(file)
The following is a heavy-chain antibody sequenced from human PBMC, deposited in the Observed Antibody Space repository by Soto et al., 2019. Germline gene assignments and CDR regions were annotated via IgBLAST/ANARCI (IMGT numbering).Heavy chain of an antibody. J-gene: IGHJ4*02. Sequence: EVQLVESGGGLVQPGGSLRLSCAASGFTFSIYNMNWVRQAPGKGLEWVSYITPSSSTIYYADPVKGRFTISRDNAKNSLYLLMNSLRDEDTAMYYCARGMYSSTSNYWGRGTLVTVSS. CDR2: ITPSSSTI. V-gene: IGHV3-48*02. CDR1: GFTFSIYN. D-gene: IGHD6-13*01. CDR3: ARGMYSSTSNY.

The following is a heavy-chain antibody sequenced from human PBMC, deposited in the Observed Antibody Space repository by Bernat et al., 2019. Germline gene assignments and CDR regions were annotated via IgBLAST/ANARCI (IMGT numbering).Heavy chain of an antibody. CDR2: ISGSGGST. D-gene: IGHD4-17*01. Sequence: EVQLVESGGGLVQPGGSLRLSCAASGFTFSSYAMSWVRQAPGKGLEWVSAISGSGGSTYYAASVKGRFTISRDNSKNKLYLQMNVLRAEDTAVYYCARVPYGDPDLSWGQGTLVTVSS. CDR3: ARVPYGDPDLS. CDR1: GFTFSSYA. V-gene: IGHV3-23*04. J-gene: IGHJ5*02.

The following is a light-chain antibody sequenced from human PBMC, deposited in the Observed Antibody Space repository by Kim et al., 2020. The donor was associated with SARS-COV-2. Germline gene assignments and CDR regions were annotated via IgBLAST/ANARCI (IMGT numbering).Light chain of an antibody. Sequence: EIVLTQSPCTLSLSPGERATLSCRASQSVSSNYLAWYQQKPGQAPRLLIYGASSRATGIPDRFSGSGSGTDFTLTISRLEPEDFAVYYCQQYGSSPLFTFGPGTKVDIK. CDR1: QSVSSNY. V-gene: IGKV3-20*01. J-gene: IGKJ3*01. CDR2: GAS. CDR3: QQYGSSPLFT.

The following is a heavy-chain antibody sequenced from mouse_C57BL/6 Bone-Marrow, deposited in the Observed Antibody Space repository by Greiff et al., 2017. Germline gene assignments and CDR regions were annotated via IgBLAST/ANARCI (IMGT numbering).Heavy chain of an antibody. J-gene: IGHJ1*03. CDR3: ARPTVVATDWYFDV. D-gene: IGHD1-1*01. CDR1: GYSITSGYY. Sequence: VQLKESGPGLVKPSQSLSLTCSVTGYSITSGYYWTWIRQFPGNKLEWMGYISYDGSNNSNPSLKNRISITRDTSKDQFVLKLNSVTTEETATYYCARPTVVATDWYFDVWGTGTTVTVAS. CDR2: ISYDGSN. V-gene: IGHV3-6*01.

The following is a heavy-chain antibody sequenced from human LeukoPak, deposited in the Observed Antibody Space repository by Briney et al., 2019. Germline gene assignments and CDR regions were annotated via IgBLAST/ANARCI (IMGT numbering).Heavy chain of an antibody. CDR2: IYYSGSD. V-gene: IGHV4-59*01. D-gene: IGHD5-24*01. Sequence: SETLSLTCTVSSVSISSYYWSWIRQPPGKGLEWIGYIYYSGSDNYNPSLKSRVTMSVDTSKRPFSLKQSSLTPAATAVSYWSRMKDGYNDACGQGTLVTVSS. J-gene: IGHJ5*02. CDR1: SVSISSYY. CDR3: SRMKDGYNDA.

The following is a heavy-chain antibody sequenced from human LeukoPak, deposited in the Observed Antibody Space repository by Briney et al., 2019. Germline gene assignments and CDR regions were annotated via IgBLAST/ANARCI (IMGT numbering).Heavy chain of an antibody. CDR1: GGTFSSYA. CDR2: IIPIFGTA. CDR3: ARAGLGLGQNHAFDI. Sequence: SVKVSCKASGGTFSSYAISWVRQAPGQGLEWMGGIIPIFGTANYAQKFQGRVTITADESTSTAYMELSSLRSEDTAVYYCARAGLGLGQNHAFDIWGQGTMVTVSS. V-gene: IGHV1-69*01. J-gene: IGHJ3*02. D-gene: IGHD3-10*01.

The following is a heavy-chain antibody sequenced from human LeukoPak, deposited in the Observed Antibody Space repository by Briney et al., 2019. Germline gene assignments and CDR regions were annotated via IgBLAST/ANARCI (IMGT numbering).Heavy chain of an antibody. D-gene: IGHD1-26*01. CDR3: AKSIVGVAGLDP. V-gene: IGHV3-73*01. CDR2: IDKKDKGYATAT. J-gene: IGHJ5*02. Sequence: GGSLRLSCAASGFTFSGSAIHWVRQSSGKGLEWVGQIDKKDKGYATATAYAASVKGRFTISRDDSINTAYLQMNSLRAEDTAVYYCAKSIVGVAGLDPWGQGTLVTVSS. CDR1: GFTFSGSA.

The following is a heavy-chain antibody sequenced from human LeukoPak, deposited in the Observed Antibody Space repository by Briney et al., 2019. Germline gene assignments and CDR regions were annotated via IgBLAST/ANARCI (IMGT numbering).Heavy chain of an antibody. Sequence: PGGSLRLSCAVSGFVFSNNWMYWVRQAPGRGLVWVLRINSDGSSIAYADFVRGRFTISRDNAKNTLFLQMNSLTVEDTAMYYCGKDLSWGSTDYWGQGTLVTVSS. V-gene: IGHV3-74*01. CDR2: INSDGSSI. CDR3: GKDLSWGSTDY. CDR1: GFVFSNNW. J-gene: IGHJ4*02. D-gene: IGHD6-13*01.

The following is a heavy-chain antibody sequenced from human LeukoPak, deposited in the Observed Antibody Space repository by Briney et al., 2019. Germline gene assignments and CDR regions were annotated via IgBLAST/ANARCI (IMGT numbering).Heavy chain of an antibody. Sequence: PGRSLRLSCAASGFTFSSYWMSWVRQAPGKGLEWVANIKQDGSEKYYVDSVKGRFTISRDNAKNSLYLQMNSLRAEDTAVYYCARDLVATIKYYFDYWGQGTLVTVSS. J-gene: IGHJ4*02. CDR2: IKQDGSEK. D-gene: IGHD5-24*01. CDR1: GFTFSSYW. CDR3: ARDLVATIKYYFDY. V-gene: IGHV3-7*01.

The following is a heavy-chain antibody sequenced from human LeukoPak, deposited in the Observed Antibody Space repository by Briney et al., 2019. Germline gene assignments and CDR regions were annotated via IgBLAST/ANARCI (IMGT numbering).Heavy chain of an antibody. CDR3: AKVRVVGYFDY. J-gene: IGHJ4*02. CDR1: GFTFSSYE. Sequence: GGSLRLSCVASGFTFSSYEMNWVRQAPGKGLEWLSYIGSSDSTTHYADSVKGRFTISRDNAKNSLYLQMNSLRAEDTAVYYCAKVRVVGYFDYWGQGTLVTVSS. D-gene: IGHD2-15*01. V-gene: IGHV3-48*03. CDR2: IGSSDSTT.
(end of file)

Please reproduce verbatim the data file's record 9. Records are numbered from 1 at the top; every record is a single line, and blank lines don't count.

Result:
The following is a heavy-chain antibody sequenced from human LeukoPak, deposited in the Observed Antibody Space repository by Briney et al., 2019. Germline gene assignments and CDR regions were annotated via IgBLAST/ANARCI (IMGT numbering).Heavy chain of an antibody. Sequence: PGRSLRLSCAASGFTFSSYWMSWVRQAPGKGLEWVANIKQDGSEKYYVDSVKGRFTISRDNAKNSLYLQMNSLRAEDTAVYYCARDLVATIKYYFDYWGQGTLVTVSS. J-gene: IGHJ4*02. CDR2: IKQDGSEK. D-gene: IGHD5-24*01. CDR1: GFTFSSYW. CDR3: ARDLVATIKYYFDY. V-gene: IGHV3-7*01.